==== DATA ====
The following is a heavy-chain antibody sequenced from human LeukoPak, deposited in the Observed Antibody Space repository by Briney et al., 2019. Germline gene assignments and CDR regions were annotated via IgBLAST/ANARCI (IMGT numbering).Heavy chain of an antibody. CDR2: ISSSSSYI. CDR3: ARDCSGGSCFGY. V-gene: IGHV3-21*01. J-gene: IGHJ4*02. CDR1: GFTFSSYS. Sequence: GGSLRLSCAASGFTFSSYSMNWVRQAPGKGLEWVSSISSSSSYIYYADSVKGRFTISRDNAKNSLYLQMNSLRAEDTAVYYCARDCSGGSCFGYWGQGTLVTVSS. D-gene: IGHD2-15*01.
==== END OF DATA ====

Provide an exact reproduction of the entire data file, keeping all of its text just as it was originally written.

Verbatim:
The following is a heavy-chain antibody sequenced from human LeukoPak, deposited in the Observed Antibody Space repository by Briney et al., 2019. Germline gene assignments and CDR regions were annotated via IgBLAST/ANARCI (IMGT numbering).Heavy chain of an antibody. CDR2: ISSSSSYI. CDR3: ARDCSGGSCFGY. V-gene: IGHV3-21*01. J-gene: IGHJ4*02. CDR1: GFTFSSYS. Sequence: GGSLRLSCAASGFTFSSYSMNWVRQAPGKGLEWVSSISSSSSYIYYADSVKGRFTISRDNAKNSLYLQMNSLRAEDTAVYYCARDCSGGSCFGYWGQGTLVTVSS. D-gene: IGHD2-15*01.